By Tracy Watson
The Original American Spirit: Moonshine
Moonshine (aka hooch, white lightening, Tennessee white whiskey, and mountain dew), a term dating back to the Prohibition era (when Appalachian distillers who produced and distributed it, often did so by the light of the moon), generally refers to any high-proof spirit made in an “unlicensed still”. But that’s changing. Moonshine has become legitimate, with stores from Wal-Mart to Sam’s Club selling the stuff (often in authentic-looking Mason jars) right out in the open. The other name for Moonshine, Tennessee white whiskey, refers to the lack of color that characterizes moonshine (along with Tennessee’s reputation as a central place for traditional moonshine production), which is essentially bourbon, or rum, or whiskey that is un-aged (aging in barrels is what gives spirits their signature amber hue).
The production and distribution of moonshine (typically made from sugar, corn, grains, or fruit) could be likened to a thriving cottage-industry, once upon a time. Even before the adoption of the Coffee still (sometime after the 1830s), legal distilleries in the United States numbered in the tens of thousands; the number of craft (or micro-) distillers and brewers peaked at 8,000 +/- during the 1880s. Larger producers began to chip away at the micro-brewing and micro-distilling industries before Prohibition, and after the onset of Prohibition (1920 to 1933) the small distillery market began a precipitous decline that lasted over a century.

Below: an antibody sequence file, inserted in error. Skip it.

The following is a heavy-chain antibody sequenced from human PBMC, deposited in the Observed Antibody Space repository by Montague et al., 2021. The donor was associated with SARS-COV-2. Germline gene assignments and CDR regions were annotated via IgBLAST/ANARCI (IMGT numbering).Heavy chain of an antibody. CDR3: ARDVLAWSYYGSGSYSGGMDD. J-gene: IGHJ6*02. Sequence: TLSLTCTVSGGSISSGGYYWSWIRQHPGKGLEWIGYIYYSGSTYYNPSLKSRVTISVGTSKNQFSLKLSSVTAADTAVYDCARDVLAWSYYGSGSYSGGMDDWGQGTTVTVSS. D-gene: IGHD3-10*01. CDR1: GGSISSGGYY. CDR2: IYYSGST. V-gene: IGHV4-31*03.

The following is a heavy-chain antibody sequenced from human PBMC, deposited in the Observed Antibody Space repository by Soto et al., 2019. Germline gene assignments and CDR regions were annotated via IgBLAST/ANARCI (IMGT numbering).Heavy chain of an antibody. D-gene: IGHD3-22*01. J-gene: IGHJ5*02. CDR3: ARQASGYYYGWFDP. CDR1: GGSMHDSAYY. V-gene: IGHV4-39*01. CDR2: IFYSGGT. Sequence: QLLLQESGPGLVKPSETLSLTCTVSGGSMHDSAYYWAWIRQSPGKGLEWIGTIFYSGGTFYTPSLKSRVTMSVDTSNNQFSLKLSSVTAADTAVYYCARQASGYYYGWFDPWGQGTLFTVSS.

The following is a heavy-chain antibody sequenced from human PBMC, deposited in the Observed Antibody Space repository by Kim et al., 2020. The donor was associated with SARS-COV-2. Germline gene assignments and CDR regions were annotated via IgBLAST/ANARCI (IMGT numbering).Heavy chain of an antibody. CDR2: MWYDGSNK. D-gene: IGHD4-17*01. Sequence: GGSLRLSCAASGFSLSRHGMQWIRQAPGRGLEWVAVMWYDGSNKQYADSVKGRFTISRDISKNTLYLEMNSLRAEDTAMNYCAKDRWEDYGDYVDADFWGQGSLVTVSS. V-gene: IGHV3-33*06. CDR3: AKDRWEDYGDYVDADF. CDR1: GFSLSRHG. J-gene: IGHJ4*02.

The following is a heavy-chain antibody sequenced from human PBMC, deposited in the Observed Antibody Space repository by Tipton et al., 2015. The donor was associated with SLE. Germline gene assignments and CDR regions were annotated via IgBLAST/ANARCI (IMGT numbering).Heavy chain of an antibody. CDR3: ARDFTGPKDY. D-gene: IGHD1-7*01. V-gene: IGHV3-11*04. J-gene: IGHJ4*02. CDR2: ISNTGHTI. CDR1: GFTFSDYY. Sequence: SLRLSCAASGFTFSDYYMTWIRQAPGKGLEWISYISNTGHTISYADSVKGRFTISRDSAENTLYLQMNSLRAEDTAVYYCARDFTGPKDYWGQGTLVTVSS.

Though legal small-scale distilling languished, illegal operations (bootlegging) continued. “Moonshine played a huge part in our history,” according to Georgia native Casey Teague, the manager at Mac McGee’s Irish Pub in Decatur, GA, “After the Civil War and Prohibition, it saved a lot of families. It put money in pockets and food on the table, especially in the South.”
And, like other notable American institutions and novelties of bygone eras, moonshine is making a comeback. In part because of the fascination with all things artisanal and local, and in part because of its economic potential. As one modern-day moonshiner put it, “When you think about it, there are not a lot of authentic American spirits: there’s Bourbon and there’s moonshine.”
For family producers during the Great Depression, micro-brewing/ distilling and distribution of moonshine was the sole thing standing between them and utter destitution, and as we’ll see later on, many states have begun to revoke anti-moonshine laws in the hopes that the influx of tourism and tax revenues it may generate will aid their ailing economies.